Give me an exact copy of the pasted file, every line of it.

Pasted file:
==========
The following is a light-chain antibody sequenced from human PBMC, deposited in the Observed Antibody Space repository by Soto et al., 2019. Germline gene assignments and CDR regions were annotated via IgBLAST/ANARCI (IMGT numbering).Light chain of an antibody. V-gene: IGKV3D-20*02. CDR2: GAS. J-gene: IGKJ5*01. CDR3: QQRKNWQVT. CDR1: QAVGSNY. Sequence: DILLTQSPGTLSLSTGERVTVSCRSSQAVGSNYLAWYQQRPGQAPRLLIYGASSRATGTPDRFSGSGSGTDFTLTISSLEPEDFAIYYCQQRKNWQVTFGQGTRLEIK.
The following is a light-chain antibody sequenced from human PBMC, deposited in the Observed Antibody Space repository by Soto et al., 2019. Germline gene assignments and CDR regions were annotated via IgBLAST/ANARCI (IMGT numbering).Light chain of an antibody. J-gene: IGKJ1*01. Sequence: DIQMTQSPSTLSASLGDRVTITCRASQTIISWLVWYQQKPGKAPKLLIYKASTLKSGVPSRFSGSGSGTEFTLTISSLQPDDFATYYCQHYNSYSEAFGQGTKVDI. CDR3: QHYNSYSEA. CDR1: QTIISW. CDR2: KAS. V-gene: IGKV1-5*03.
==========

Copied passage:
The following is a light-chain antibody sequenced from human PBMC, deposited in the Observed Antibody Space repository by Soto et al., 2019. Germline gene assignments and CDR regions were annotated via IgBLAST/ANARCI (IMGT numbering).Light chain of an antibody. V-gene: IGKV3D-20*02. CDR2: GAS. J-gene: IGKJ5*01. CDR3: QQRKNWQVT. CDR1: QAVGSNY. Sequence: DILLTQSPGTLSLSTGERVTVSCRSSQAVGSNYLAWYQQRPGQAPRLLIYGASSRATGTPDRFSGSGSGTDFTLTISSLEPEDFAIYYCQQRKNWQVTFGQGTRLEIK.
The following is a light-chain antibody sequenced from human PBMC, deposited in the Observed Antibody Space repository by Soto et al., 2019. Germline gene assignments and CDR regions were annotated via IgBLAST/ANARCI (IMGT numbering).Light chain of an antibody. J-gene: IGKJ1*01. Sequence: DIQMTQSPSTLSASLGDRVTITCRASQTIISWLVWYQQKPGKAPKLLIYKASTLKSGVPSRFSGSGSGTEFTLTISSLQPDDFATYYCQHYNSYSEAFGQGTKVDI. CDR3: QHYNSYSEA. CDR1: QTIISW. CDR2: KAS. V-gene: IGKV1-5*03.